Research ArticleInfluenza

Elicitation of Broadly Neutralizing Influenza Antibodies in Animals with Previous Influenza Exposure

Science Translational Medicine  15 Aug 2012:
Vol. 4, Issue 147, pp. 147ra114
DOI: 10.1126/scitranslmed.3004273

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Stemming the Flu Shot

Every year, the influenza virus gets a makeover so remarkable our immune systems barely recognize it. The virus mutates its surface antigens, which make it possible to evade immune attack even in people who have suffered flu in previous years. Yet, some parts of the surface antigen hemagglutinin (HA)—such as the stem region—are critical for infection and thus conserved. Consequently, scientists have targeted this region in strategies to build a universal vaccine. Unfortunately, the lack of widespread natural immunity to the stem region raises red flags about the efficacy of this method: What if previous immunity prevents the induction of broadly protective antibodies? Wei et al. now find that in mice and ferrets, neither previous infection nor previous vaccination prevents the induction of broadly neutralizing antibody responses.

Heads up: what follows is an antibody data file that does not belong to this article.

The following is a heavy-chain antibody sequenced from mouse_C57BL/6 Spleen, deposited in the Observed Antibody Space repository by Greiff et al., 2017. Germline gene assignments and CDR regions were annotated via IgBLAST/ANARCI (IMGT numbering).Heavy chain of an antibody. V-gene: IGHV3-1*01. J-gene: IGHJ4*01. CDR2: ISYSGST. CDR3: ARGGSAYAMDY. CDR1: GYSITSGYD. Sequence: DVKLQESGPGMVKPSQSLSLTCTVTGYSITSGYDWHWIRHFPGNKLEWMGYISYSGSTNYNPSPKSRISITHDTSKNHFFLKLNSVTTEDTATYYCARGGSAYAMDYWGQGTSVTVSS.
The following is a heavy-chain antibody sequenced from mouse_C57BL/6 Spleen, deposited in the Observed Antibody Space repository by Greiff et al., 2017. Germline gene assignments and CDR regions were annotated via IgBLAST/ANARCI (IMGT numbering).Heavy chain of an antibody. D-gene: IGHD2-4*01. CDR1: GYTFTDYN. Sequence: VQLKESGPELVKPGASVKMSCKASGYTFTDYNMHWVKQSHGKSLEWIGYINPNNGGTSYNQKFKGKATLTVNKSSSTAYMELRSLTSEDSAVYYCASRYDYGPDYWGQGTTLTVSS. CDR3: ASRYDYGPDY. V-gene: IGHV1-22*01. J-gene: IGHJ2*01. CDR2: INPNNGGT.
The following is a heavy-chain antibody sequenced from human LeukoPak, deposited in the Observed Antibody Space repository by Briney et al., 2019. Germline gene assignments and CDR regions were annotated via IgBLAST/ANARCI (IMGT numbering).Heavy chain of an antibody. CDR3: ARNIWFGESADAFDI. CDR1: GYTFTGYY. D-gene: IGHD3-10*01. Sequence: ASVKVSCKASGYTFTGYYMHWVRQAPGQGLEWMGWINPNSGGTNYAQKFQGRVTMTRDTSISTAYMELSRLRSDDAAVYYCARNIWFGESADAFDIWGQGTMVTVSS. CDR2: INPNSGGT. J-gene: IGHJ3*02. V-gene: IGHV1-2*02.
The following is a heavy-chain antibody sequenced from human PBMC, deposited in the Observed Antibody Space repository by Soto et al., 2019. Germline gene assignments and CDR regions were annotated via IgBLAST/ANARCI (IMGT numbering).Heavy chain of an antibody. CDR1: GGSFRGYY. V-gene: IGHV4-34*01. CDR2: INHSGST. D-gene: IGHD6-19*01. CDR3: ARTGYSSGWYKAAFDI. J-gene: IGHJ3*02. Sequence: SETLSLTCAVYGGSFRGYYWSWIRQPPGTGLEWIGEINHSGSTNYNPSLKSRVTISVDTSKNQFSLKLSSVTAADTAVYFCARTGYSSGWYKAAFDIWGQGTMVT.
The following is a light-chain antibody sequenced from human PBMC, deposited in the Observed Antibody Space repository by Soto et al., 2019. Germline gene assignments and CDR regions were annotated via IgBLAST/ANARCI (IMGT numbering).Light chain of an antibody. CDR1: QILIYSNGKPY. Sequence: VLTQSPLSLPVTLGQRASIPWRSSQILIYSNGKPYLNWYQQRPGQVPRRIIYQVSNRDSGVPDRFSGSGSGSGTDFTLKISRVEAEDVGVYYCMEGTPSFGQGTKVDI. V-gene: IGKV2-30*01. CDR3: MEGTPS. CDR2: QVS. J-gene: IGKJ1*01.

The authors primed mice with a DNA vaccine and then boosted with inactive influenza and found that HA stem–directed antibodies were elicited regardless of preexposure route. In ferrets, prime-boost with adenoviral vectors conferred protection against influenza challenge. Indeed, immunogenicity was actually enhanced in animals previously exposed to a divergent flu strain. Although these studies must be translated to humans, the new data suggest that administration of a successful universal flu vaccine won’t be restricted to people who have never before been exposed to the virus.